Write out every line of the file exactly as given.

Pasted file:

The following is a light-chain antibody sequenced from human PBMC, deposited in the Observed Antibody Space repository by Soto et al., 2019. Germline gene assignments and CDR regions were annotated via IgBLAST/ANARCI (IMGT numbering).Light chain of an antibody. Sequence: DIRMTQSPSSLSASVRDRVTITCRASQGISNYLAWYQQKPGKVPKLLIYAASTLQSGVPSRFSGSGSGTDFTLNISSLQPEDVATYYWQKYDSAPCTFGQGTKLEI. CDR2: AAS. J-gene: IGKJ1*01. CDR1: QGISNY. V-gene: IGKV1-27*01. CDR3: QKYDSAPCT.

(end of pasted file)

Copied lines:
The following is a light-chain antibody sequenced from human PBMC, deposited in the Observed Antibody Space repository by Soto et al., 2019. Germline gene assignments and CDR regions were annotated via IgBLAST/ANARCI (IMGT numbering).Light chain of an antibody. Sequence: DIRMTQSPSSLSASVRDRVTITCRASQGISNYLAWYQQKPGKVPKLLIYAASTLQSGVPSRFSGSGSGTDFTLNISSLQPEDVATYYWQKYDSAPCTFGQGTKLEI. CDR2: AAS. J-gene: IGKJ1*01. CDR1: QGISNY. V-gene: IGKV1-27*01. CDR3: QKYDSAPCT.